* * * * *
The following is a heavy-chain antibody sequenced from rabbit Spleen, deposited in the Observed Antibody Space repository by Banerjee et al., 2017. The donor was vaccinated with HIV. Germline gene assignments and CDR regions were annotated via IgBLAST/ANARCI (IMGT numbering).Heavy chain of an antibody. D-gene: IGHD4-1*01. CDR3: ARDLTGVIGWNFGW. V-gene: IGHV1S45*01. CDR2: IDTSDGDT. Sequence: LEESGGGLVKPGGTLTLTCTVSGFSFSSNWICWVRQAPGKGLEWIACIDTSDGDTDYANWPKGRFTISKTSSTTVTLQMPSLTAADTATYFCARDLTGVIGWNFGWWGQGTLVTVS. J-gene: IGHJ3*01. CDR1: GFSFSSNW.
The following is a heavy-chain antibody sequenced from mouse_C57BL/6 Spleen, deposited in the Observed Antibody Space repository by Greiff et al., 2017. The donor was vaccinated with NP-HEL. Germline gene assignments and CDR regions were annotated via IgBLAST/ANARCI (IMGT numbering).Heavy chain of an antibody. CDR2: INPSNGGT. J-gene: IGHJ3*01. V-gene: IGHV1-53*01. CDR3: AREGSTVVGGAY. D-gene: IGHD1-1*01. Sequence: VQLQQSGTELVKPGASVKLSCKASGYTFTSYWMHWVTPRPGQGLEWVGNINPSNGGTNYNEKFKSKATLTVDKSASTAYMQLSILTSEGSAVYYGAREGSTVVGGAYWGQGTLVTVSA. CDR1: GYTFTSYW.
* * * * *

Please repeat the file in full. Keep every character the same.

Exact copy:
The following is a heavy-chain antibody sequenced from rabbit Spleen, deposited in the Observed Antibody Space repository by Banerjee et al., 2017. The donor was vaccinated with HIV. Germline gene assignments and CDR regions were annotated via IgBLAST/ANARCI (IMGT numbering).Heavy chain of an antibody. D-gene: IGHD4-1*01. CDR3: ARDLTGVIGWNFGW. V-gene: IGHV1S45*01. CDR2: IDTSDGDT. Sequence: LEESGGGLVKPGGTLTLTCTVSGFSFSSNWICWVRQAPGKGLEWIACIDTSDGDTDYANWPKGRFTISKTSSTTVTLQMPSLTAADTATYFCARDLTGVIGWNFGWWGQGTLVTVS. J-gene: IGHJ3*01. CDR1: GFSFSSNW.
The following is a heavy-chain antibody sequenced from mouse_C57BL/6 Spleen, deposited in the Observed Antibody Space repository by Greiff et al., 2017. The donor was vaccinated with NP-HEL. Germline gene assignments and CDR regions were annotated via IgBLAST/ANARCI (IMGT numbering).Heavy chain of an antibody. CDR2: INPSNGGT. J-gene: IGHJ3*01. V-gene: IGHV1-53*01. CDR3: AREGSTVVGGAY. D-gene: IGHD1-1*01. Sequence: VQLQQSGTELVKPGASVKLSCKASGYTFTSYWMHWVTPRPGQGLEWVGNINPSNGGTNYNEKFKSKATLTVDKSASTAYMQLSILTSEGSAVYYGAREGSTVVGGAYWGQGTLVTVSA. CDR1: GYTFTSYW.